Canada: Records Management @ Gowlings: August 9, 2011

Last Updated: August 15 2011

Edited by Louis A. Frapporti and Christopher Purdon

Legal Technology


Markson v. MBNA Canada Bank, 2011 ONSC 871 (CanLII)

In this class action the plaintiff claimed that the defendant bank had contravened s. 347 of the Criminal Code (charging or receiving interest at a criminal rate) by charging in excess of 60% interest on credit card cash advances.

The plaintiff brought a motion for an order requiring the defendant do conduct a more thorough search of their records, produce a further and better affidavit of documents, and a declarations that legal opinions obtained by the defendant regarding s. 347 were not subject to privilege.

The litigation plan stated that documents to be provided at this stage were those that were "relevant and necessary," and laid out specific categories of such documents. The plaintiff took issue with the document production by the defendant in its original affidavit of documents. Specifically, the plaintiff complained that not all relevant documents had been disclosed, and that the defendant had claimed privilege over documents that it was obliged to disclose.

The plaintiff identified three categories of documents that they sought production of:

  1. communication with cardholders, including communication that explains or gives meaning to the terms of cardholder agreements;
  2. all versions of cardholder agreements, disclosure statements and other documents that communicate or impact on the terms of the agreements with cardholders and the meaning and effect of the terms relating to interest on cash advances, and;
  3. all documents relating to the defendant's consideration of s. 347 of the Criminal Code or the charging of interest at a criminal rate.

During the course of the motion the parties agreed to expand the document search with regards to 1 and 2 (communication with cardholders and cardholder agreements). The judge found that the defendant had made significant efforts to identify and produce relevant documents, however affidavit evidence made it clear that some documents were still missing. The judge disagreed with the defendant's claim that the request for further documents offended the principle of proportionality.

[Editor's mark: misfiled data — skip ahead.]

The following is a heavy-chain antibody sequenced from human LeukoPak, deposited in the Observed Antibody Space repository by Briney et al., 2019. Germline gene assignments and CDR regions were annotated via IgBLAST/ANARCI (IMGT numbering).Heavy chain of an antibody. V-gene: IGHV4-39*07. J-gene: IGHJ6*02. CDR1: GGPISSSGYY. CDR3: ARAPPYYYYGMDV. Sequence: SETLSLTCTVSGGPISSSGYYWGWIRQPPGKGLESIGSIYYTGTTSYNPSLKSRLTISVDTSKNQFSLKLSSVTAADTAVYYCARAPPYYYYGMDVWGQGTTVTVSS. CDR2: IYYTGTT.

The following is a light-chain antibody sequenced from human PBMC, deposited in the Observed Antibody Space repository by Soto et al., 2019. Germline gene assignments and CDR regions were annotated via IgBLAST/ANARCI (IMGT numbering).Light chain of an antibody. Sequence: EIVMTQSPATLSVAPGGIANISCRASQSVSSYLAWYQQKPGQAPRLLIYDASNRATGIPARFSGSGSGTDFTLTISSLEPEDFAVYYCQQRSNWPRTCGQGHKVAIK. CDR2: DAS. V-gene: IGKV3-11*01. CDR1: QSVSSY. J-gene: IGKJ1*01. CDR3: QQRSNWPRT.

With regards to the disclosure of documents concerning legal advice on s. 347 of the Criminal Code, the judge found that sufficient clarity and particulars had been provided.

The plaintiff argued that the documents were not privileged because the communications "arose in furtherance of an anticipated unlawful or criminal purpose." Also, the plaintiff argued that the defendant had "put its state of mind in issue through its reliance on the voluntariness defence" and had thus waived privilege.

The judge found that since such communication is prima facie privileged, the onus is on the plaintiff to prove that the defendant engaged in such communications for the purpose of committing a crime. The plaintiff had not met the burden of proof in this case. The judge also found that simply because the defendant had relied on the voluntariness defence did not mean that they were required to produce privileged documents.

Ultimately, the judge held that a further and better affidavit of documents be produced with regard to communications with cardholders, and versions of cardholder agreements. However, the request for privileged documents was dismissed.

Webb v. Jones, 2011 ONSC 2479 (CanLII)

In this case involving a pedestrian-vehicle accident, the judge first addressed a discrepancy in the plaintiff's affidavit. The date cited as the date of the accident was incorrectly listed as one year after the statement of claim had been issued. The judge noted that "[i]f affidavits are to be filed based on information and belief, counsel should take care that the deponents have their facts correct."